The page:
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No code Automated Testing for React Application (Case Study)


React is the most popular JavaScript framework on the internet. According to a survey by, 36% of web developers use React to develop web and mobile applications. React is currently being used in websites of popular brands such as Netflix, Google, Facebook, Quora, Instagram, Gitlab, and Yahoo.

React has also been referred to as the “future of frontend development” because it is easy to learn, deploy, and leverages Flux design pattern to manage client and server side interaction which is different and more effective than the old Model-View-Controller (MVC) design pattern. Hence, it is projected that more web and mobile applications will be developed with this frontend framework in the future.

There’s no doubt that testing plays a major role in the efficient development of web and mobile applications written with React. With Testup’s Automated testing, developers can save time and stress writing tests for all the features of their web and mobile application, no coding required.

In this article, we would be using Testup to perform Automated Testing for a React-based web application.

Testing a React-based Web application (Netflix)

Netflix, the world’s most popular movie-streaming platform was built with React. You can confirm this by simply searching for and installing the React Developer Tools extension for Google chrome.  Visit and you will see the React icon appear as active. That is an indication that React was used to build Netflix as seen in Figures 1a and 1b.

Figure 1a
Figure 1b

Now let’s get started with testing the web application.

Step 1: Set Up the Test

Signup or Login to your Testup account. Click on Go to App, which is displayed at the top right-hand corner of the page. Then, click Create Project; afterward, click Create Test. Complete the necessary details requested under the Settings tab. These include the website’s URL and the name of the test case. For this test, the name of my test case would be ‘Testing Netflix Website’ and the website URL will be

Figure 2

After this, click Edit to begin the testing. The testing page appears as follows; with the Netflix website loaded on the left-hand side while the Actions list is on the right-hand side. The editor menu appears at the top.

Figure 3

Step 2: Start Testing

Recording a test usually starts with a check to see if the website was properly loaded. To do this, you can select an anchor area on the website and click play as check. However, because Netflix website has a disclaimer popup that shows upon load, we would be testing our anchor area with that. Click/drag on the close icon then click play as check as seen in figure 4.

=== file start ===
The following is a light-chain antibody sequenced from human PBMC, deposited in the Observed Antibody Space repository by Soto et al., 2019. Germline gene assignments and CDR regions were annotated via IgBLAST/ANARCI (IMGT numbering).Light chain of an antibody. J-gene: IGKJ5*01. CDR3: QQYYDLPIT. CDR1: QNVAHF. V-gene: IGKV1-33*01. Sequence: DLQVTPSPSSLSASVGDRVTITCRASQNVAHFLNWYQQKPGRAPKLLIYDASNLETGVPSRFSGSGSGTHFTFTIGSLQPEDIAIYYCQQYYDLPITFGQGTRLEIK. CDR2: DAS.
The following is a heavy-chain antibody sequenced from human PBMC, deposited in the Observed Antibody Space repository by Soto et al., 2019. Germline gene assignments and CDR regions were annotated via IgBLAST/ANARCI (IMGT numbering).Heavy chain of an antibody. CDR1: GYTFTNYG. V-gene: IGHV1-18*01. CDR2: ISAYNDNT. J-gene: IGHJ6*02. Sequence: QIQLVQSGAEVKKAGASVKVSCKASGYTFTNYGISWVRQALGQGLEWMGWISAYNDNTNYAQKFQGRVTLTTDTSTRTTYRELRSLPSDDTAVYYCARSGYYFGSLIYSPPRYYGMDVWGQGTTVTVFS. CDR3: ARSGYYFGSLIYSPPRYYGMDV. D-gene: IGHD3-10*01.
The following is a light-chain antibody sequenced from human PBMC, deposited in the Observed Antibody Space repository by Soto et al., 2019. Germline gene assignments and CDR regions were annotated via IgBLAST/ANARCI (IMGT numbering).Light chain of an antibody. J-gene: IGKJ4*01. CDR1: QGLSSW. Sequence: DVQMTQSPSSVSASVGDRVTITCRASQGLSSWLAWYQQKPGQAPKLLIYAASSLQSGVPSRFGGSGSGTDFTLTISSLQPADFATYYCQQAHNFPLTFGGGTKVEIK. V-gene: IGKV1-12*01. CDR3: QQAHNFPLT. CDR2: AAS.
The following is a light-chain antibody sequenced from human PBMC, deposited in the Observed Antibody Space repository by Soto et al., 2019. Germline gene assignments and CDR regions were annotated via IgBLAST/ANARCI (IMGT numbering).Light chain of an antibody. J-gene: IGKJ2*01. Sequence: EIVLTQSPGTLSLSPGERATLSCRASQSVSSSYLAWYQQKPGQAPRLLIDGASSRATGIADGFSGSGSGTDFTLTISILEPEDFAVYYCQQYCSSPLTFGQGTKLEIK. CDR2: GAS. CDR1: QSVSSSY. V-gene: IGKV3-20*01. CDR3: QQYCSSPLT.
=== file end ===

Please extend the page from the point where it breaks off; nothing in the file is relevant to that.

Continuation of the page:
Figure 4

Notice that the disclaimer popup closes after this has been done as seen in Figure 5 below

Figure 5

Now let’s check if the text input field and buttons on the page are working. To do this, we select click/drag on the text input field.

Afterwards, we can enter a value in the text input field by typing an email address, say, and pressing the Enter key in the Editor Menu above.

Figure 6

We notice that the page then changes to the next page of the onboarding process as shown in Figure 7 below. This indicates that the text input field is active and is working.

Figure 7

I would also like to test if the scroll bar of the Netflix website works. To do this, I click/drag on the scrollbar on the far right side of the website. The line between the two circles shows where I am scrolling from to where I wish to scroll to as seen in Figure 8.

Figure 8

Afterwards I click on play it or wait for the action to be played automatically. Notice that the view changes from one part of the website to another. Hence, we can verify that the scroll bar for the website works as there is a navigation to another part of the website as seen in Figure 9.

Figure 9

Step 3: Automate the Test

Finally, you can get previously executed tests to run automatically. To do this, navigate to the Editor Menu and click on the Play button and then press the replay icon button. All previously executed test will then execute on their own automatically.

Figure 10


To perform testing in React applications, developers often use 3rd party dependencies such as Mocha or Jest. However, for most React developers, testing code is usually a very boring, time-consuming, and stressful process. This is because it deviates from the design and implementation of user interface components which is the fun part of frontend development. With Automated Testing, you can bypass the downtime of testing and still make your coding experience fun.  Fortunately, tools like Testup offers an affordable option without compromising the quality of the test. Getting started is easy, and you can start with a free trial; click here to get started.

About the Autor

Jamiu Idowu

Jamiu Idowu

Entrepreneur seeking to shape the world through IT and emerging technologies. Enjoys research and technical writing, and can serve as a bridge between technology and its users.

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